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Int. J. Environ. Res. Public Health 2017, 14(12), 1516; doi:10.3390/ijerph14121516

Psychological Distress and Zika, Dengue and Chikungunya Symptoms Following the 2016 Earthquake in Bahía de Caráquez, Ecuador

Center for Global Health and Translational Science, SUNY Upstate Medical University, 750 East Adams St., Syracuse, NY 13210, USA
Department of Medicine, University of California San Francisco, San Francisco, CA 94143, USA
Department of Ecology, Evolution and Conservation Biology at Columbia University, New York, NY 10025, USA
Walking Palms Global Initiative, Bahía de Caráquez 131401, Manabí Province, Ecuador
Ministry of Health, San Vicente 131458, Manabí Province, Ecuador
Author to whom correspondence should be addressed.
Received: 10 November 2017 / Revised: 24 November 2017 / Accepted: 29 November 2017 / Published: 5 December 2017
(This article belongs to the Special Issue Public Health and Disasters)
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On 16 April 2016, a 7.8 magnitude earthquake struck coastal Ecuador, resulting in significant mortality and morbidity, damages to infrastructure, and psychological trauma. This event coincided with the first outbreak of Zika virus (ZIKV) and co-circulation with dengue virus (DENV) and chikungunya virus (CHIKV). We tested whether the degree of psychological distress was associated with the presence of suspected DENV, CHIKV, ZIKV (DCZ) infections three months after the earthquake. In July 2016, 601 household members from four communities in Bahía de Caráquez, Manabí Province, Ecuador, were surveyed in a post-disaster health evaluation. Information was collected on demographics, physical damages and injuries, chronic diseases, self-reported psychological distress, and DCZ symptoms. We calculated the prevalence of arbovirus and distress symptoms by community. ANOVA was used to compare the mean number of psychological distress symptoms between people with versus without suspected DCZ infections by age, gender, community and the need to sleep outside of the home due to damages. The prevalence of suspected DCZ infections was 9.7% and the prevalence of psychological distress was 58.1%. The average number of psychological distress symptoms was significantly higher among people with suspected DCZ infections in the periurban community of Bella Vista, in women, in adults 40–64 years of age and in individuals not sleeping at home (p < 0.05). The results of this study highlight the need to investigate the interactions between psychological distress and arboviral infections following natural disasters. View Full-Text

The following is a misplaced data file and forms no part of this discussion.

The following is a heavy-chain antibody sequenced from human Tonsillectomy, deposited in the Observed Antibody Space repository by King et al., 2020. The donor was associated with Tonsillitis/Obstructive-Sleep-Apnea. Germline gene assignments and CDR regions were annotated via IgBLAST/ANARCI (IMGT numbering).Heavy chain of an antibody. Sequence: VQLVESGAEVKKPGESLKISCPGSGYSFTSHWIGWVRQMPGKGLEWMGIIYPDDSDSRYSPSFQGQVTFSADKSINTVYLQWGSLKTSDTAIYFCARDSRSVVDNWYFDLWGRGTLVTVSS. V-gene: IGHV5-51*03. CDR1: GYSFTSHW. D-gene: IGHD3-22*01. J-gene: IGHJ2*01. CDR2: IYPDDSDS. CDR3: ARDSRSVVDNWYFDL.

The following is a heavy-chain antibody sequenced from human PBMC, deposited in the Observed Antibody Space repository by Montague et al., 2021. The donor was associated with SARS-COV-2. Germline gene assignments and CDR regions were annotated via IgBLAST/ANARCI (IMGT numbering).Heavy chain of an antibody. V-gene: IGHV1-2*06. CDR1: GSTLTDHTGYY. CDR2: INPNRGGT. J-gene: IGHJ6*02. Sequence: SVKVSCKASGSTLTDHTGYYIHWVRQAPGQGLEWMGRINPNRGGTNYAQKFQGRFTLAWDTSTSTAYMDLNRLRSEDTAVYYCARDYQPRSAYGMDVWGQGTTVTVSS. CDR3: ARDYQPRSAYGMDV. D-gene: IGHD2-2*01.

Keywords: Zika virus; dengue; chikungunya; arbovirus; psychological distress; earthquake; Ecuador; natural disaster Zika virus; dengue; chikungunya; arbovirus; psychological distress; earthquake; Ecuador; natural disaster

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Stewart-Ibarra, A.M.; Hargrave, A.; Diaz, A.; Kenneson, A.; Madden, D.; Romero, M.M.; Molina, J.P.; Macias Saltos, D. Psychological Distress and Zika, Dengue and Chikungunya Symptoms Following the 2016 Earthquake in Bahía de Caráquez, Ecuador. Int. J. Environ. Res. Public Health 2017, 14, 1516.

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